That Which Will Not End
I was told this repeatedly while growing up in evangelicalism. I encountered it in high school youth group and campus ministries. It was well-intentioned, I suppose - calling me and my fellow young believers to set their ambitions on higher things than a successful career ora white picket fence. However, it is also wrong, and wrong in a way that highlights a mistaken notion I still find in evangelical circles.
In the first place, the statement is theologically inaccurate. One way is nitpicky - technically speaking only God is eternal; our souls are immortal. We still have a beginning and we still exist within the boundaries of time while God's eternality means neither of those things is true of Him.
The other way it is inaccurate is more profound. The list is incomplete. Inasmuch as we're including souls on the list, Biblically speaking, we should include some other things. We should include resurrection bodies - while these current bodies will perish, we are destined to be raised physically in perfected bodies that will never die. More than that, we should include creation itself. While it is true that God will destroy "this world" - in the sense of the current, broken ways creation work thanks to sin - we are not being taken away to some other universe. The earth will be made new, but it will still be around in eternity.
At the very least, then, we should amend the statement as follows: "Only four things will not end - God, His Word, peoples' souls, and the physical world."
In making that proposed change, though, I'm trying to highlight exactly the problem with the statement as I encountered it. Usually, it divided the world and our lives into two realms, that of the physical and the eternal. It is in this bifurcation that we as evangelicals have often lost our way.
It is common in discussions of evangelism (sharing the good news of the gospel) to hear people talk about "good works." Part of how we share the gospel is through acts of service and love. Again, true enough. Yet what happened to many in the church is that, in situations that didn't involve evangelism, they felt those good works lost their value. The point of serving the hurting and helping the poor was utilitarian - it gave an opportunity to talk to someone about Jesus.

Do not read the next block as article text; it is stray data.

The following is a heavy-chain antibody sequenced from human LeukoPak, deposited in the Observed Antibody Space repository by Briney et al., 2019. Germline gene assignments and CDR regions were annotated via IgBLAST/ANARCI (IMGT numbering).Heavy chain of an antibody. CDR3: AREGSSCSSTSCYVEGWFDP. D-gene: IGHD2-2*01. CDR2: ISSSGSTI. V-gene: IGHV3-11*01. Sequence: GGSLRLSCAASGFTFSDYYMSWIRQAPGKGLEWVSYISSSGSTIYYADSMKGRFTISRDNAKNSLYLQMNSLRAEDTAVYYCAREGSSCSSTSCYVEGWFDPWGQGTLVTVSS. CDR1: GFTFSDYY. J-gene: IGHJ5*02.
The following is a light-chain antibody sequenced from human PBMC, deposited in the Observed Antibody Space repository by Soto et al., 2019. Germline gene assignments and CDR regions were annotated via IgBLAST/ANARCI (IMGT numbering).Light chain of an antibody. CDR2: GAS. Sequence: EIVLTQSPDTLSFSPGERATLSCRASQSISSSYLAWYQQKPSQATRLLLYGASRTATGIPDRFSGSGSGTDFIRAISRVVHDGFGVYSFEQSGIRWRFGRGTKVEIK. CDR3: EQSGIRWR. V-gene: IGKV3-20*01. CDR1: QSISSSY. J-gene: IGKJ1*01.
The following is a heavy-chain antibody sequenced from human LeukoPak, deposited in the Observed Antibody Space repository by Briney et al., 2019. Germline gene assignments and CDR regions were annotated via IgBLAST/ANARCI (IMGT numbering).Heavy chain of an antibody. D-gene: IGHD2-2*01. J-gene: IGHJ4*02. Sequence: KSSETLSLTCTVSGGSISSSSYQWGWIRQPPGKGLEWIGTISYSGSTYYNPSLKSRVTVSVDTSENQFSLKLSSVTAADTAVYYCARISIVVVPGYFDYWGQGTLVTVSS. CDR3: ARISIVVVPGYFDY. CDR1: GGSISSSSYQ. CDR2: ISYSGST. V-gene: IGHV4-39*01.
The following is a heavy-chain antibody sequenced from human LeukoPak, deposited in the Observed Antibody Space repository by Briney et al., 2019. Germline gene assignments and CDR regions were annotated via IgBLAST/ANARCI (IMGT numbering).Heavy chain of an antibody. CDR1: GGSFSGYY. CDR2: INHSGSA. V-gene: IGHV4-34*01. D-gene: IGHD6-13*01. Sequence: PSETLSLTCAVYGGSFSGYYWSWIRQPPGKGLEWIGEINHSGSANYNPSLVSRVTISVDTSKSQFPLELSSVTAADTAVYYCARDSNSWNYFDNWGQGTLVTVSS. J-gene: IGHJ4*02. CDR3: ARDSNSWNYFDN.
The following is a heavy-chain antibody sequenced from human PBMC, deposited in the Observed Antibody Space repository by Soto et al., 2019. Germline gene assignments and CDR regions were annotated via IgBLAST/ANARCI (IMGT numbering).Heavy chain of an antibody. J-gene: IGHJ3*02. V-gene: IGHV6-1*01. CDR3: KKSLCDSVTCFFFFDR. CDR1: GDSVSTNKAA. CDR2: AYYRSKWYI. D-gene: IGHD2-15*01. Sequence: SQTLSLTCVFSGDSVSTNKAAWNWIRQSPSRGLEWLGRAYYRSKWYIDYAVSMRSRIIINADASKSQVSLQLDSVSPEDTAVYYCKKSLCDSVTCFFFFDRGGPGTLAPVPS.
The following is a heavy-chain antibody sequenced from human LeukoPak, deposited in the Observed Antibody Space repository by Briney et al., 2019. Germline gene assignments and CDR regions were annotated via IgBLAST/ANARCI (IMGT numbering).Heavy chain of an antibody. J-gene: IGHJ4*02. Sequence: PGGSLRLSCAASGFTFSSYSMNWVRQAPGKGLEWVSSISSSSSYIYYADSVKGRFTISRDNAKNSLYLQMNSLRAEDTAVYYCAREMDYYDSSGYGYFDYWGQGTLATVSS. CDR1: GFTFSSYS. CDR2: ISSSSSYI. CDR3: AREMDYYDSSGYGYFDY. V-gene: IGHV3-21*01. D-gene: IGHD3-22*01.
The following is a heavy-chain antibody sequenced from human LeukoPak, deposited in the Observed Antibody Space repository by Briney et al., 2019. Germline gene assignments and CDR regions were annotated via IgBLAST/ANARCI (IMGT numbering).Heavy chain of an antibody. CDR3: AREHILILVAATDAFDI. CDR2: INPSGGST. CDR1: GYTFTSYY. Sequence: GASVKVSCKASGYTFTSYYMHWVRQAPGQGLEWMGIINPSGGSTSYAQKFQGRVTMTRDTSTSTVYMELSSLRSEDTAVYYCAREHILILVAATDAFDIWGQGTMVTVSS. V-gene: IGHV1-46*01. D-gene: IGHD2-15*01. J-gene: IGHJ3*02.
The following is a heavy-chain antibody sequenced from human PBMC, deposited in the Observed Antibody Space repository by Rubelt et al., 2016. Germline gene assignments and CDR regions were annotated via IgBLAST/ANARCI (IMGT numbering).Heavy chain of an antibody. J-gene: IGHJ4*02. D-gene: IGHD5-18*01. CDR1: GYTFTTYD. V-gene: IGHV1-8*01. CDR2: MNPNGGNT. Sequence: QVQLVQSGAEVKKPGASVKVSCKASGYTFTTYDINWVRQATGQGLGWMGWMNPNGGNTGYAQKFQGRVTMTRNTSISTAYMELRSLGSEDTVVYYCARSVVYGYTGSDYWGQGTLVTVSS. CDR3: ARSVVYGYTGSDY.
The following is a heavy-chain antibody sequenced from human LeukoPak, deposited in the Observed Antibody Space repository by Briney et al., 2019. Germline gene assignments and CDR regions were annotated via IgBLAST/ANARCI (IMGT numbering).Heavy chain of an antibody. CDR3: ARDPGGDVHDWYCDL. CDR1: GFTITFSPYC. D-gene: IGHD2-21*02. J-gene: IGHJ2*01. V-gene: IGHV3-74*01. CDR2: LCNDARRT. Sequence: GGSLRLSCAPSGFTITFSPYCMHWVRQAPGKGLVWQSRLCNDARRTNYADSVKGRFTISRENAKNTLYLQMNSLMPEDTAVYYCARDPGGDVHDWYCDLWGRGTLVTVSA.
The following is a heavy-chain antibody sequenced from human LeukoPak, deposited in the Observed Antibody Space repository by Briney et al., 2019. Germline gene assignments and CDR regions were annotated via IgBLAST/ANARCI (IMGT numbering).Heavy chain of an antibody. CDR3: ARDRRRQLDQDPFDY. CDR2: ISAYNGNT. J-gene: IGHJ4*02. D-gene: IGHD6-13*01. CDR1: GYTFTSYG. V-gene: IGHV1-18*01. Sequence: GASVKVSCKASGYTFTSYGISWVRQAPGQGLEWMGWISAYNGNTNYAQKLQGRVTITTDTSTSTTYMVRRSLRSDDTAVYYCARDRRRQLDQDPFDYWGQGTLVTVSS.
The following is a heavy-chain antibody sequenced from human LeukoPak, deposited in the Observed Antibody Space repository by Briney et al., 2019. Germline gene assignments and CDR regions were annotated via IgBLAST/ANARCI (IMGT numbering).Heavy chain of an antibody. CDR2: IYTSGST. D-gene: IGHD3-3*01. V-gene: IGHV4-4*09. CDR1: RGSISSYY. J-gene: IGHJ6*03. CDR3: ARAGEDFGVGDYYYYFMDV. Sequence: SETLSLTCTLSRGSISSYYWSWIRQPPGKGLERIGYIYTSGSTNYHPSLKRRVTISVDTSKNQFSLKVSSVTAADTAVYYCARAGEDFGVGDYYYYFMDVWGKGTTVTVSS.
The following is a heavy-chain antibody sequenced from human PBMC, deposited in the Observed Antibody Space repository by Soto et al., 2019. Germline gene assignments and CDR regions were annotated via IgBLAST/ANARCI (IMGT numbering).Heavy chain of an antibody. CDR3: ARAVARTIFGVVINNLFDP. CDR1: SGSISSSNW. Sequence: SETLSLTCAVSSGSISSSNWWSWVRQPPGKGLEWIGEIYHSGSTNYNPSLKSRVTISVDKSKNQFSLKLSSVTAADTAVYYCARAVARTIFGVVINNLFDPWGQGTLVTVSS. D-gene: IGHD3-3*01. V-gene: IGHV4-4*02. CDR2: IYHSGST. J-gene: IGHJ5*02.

Which lead to what I think of as the classic evangelical bait-and-switch. Churches do something good - a food drive, a concert, a community picnic. You arrive, you appreciate the food and the nice weather, and then suddenly you discover you've been trapped for a half-hour evangelistic presentation and an altar call.
This is wrong because it is off-putting - it's the event version of those bible tracts disguised as 100-dollar bills (Since nothing makes people want to hear about Jesus more than being deceived and made to feel like an idiot.) More than that, it is wrong because of the worldview behind it. This bait-and-switch happens because many evangelical Christians have lost their sense that feeding the hungry, music or community meals are good in themselves. If you don't have a chance for someone to pray the sinner's prayer, it seems like a wasted opportunity.
Which takes us back to our initial axiom. As long as we think that only God (in the spiritual abstract) and peoples' souls (detached from their bodies) matter, we won't be able to understand the Bible's calling on our lives.
Biblically, it is true that good works can provide opportunities for evangelism. However, that is not why we are called to do them. We are called to do them because they are good. Micah 6:8 often gets trotted out in these discussions, but listen to how the prophet frames things. "He has shown you, O mortal, what is good. And what does the LORD require of you? To act justly and to love mercy and to walk humbly with your God." Note that Micah doesn't treat these callings as means to an end. They are the end - loving justice, sowing mercy and humbly worshipping and walking with God are the point. They are what we are supposed to be doing.